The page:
Gary Ewing’s recent article on the “if it ain’t broke don’t try to fix it” school of maintenance has got me thinking – what are the real benefits of regular maintenance? I’m not for one minute advocating taking manufacturer’s ideas of ideal maintenance to heart. Life’s too short to strip forks every 10 hours of muddy riding as suggested by some manufacturers and servicing headsets and hubs every month isn’t my idea of fun. Gary’s point that over-frequent maintenance is almost worse than none at all is a good one; fork seals get looser every time the forks are dismantled and who can say, hand on heart, that they get perfect preload on wheel bearings every time?
But while I’m not an obsessive bike tinkerer, I like things to work and I like to have an idea when they are going to stop working. The “good clean” is the heart of this. Jetwashes are the devil’s own invention as far as bikes are concerned and will knock out grease from bearings. If you doubt it, do an experiment with an old hub. A “good clean” for me means using one of those brush things that goes on the end of a hose and getting most of the muck off most of the bike, making sure wheelrims and drivechain get a thorough going-over. This way, there’s no high pressure water jets to kill bearings and you’re close enough to notice when things aren’t quite right. Little things that are easy to overlook like damage to tyre sidewalls, hairline cracks in wheelrims and loose spokes will lead to big problems if neglected. It’s also an opportunity to do things like check chain, tyre and brake pad wear, all of which are much easier to do on a clean bike.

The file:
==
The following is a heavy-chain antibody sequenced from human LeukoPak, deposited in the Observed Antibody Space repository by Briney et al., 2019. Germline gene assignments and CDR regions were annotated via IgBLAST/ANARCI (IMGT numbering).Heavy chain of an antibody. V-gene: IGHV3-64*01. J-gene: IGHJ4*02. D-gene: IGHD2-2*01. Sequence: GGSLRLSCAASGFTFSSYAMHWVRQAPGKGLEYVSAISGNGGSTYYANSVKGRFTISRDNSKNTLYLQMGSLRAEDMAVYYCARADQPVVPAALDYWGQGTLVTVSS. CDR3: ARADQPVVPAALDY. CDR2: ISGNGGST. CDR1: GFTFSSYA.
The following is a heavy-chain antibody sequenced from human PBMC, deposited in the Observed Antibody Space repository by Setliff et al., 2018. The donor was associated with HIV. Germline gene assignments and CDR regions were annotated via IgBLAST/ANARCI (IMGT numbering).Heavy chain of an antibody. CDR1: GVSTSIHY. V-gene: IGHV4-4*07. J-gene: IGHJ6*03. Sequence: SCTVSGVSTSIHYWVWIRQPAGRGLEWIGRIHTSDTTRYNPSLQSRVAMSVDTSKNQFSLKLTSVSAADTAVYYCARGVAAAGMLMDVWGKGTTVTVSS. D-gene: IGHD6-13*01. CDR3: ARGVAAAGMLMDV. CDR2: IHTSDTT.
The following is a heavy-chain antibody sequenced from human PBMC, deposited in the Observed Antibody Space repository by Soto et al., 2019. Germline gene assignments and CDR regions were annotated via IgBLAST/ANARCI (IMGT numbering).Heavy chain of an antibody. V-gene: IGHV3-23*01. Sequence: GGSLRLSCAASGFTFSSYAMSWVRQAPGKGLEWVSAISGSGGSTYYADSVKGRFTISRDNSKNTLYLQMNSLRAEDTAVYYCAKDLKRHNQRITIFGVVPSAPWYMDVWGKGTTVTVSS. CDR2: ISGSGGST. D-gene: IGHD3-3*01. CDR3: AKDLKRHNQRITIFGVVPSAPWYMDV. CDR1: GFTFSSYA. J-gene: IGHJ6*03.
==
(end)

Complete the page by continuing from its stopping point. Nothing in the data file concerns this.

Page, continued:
As for a servicing schedule, a new chain every few months helps make chainrings and cassettes last longer. Cables get oiled when they start to show signs of sticking and replaced when oiling does no good.
By the time things are seizing, rattling or grinding, they have been left too long and the damage is starting to be done. Cup and cone hubs get serviced when there’s a fair bit of mud underneath the outer seals, and the wonderful invention that is the WTB Greaseguard headset gets taken apart once in every blue moon. Forks will get a service midwinter and Easter. Sealed bottom brackets get replaced when the wobble becomes disconcerting and any metal bits get replaced if creaks just won’t go away or cracks and wrinkles appear.
All this takes maybe on average half an hour after each ride and costs next to nothing. Like your granny would say, “a stitch in time saves nine”.
If only I could be so diligent with my house…